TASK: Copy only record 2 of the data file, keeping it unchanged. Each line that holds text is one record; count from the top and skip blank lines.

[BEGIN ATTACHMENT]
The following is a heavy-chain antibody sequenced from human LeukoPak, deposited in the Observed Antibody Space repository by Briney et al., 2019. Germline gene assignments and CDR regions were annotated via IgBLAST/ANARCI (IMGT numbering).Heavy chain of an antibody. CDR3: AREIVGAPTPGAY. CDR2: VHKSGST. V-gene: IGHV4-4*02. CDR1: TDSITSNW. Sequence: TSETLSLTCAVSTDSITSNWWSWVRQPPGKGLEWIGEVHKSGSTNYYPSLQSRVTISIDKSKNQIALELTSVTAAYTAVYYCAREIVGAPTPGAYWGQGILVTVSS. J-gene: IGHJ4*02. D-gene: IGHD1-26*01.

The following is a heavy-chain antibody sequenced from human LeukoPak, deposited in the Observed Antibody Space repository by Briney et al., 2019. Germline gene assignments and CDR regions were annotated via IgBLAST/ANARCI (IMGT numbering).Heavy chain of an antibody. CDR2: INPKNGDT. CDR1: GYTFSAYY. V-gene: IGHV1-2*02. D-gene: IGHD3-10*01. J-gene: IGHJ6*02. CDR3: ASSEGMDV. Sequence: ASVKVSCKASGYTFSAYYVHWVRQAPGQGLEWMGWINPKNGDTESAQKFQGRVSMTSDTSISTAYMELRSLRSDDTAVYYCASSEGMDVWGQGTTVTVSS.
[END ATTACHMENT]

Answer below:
The following is a heavy-chain antibody sequenced from human LeukoPak, deposited in the Observed Antibody Space repository by Briney et al., 2019. Germline gene assignments and CDR regions were annotated via IgBLAST/ANARCI (IMGT numbering).Heavy chain of an antibody. CDR2: INPKNGDT. CDR1: GYTFSAYY. V-gene: IGHV1-2*02. D-gene: IGHD3-10*01. J-gene: IGHJ6*02. CDR3: ASSEGMDV. Sequence: ASVKVSCKASGYTFSAYYVHWVRQAPGQGLEWMGWINPKNGDTESAQKFQGRVSMTSDTSISTAYMELRSLRSDDTAVYYCASSEGMDVWGQGTTVTVSS.